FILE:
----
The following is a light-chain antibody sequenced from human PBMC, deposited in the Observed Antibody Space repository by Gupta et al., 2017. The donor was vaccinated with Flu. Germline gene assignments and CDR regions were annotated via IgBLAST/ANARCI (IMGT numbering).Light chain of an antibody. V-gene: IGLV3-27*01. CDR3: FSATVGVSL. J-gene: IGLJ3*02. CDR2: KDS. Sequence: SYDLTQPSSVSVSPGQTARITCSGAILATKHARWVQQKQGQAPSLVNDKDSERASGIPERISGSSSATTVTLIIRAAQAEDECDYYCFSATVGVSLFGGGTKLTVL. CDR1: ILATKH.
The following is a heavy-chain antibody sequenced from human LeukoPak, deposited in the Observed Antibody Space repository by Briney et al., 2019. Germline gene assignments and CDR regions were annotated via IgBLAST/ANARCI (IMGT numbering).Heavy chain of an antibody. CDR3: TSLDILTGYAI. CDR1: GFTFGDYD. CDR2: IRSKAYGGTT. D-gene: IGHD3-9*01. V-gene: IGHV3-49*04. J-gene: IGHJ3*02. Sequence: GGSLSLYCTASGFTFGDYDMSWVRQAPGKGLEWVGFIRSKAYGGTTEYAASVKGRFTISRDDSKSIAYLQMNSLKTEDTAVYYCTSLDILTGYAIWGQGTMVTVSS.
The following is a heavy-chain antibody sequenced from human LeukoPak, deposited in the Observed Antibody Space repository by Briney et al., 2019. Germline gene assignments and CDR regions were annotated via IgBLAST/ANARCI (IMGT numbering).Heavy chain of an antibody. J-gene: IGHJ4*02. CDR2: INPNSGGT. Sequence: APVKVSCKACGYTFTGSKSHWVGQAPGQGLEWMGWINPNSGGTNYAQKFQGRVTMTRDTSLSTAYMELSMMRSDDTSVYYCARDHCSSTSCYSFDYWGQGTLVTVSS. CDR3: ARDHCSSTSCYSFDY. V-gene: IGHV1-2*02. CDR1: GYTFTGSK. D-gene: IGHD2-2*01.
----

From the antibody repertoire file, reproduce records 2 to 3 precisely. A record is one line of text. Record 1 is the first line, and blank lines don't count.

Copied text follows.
The following is a heavy-chain antibody sequenced from human LeukoPak, deposited in the Observed Antibody Space repository by Briney et al., 2019. Germline gene assignments and CDR regions were annotated via IgBLAST/ANARCI (IMGT numbering).Heavy chain of an antibody. CDR3: TSLDILTGYAI. CDR1: GFTFGDYD. CDR2: IRSKAYGGTT. D-gene: IGHD3-9*01. V-gene: IGHV3-49*04. J-gene: IGHJ3*02. Sequence: GGSLSLYCTASGFTFGDYDMSWVRQAPGKGLEWVGFIRSKAYGGTTEYAASVKGRFTISRDDSKSIAYLQMNSLKTEDTAVYYCTSLDILTGYAIWGQGTMVTVSS.
The following is a heavy-chain antibody sequenced from human LeukoPak, deposited in the Observed Antibody Space repository by Briney et al., 2019. Germline gene assignments and CDR regions were annotated via IgBLAST/ANARCI (IMGT numbering).Heavy chain of an antibody. J-gene: IGHJ4*02. CDR2: INPNSGGT. Sequence: APVKVSCKACGYTFTGSKSHWVGQAPGQGLEWMGWINPNSGGTNYAQKFQGRVTMTRDTSLSTAYMELSMMRSDDTSVYYCARDHCSSTSCYSFDYWGQGTLVTVSS. CDR3: ARDHCSSTSCYSFDY. V-gene: IGHV1-2*02. CDR1: GYTFTGSK. D-gene: IGHD2-2*01.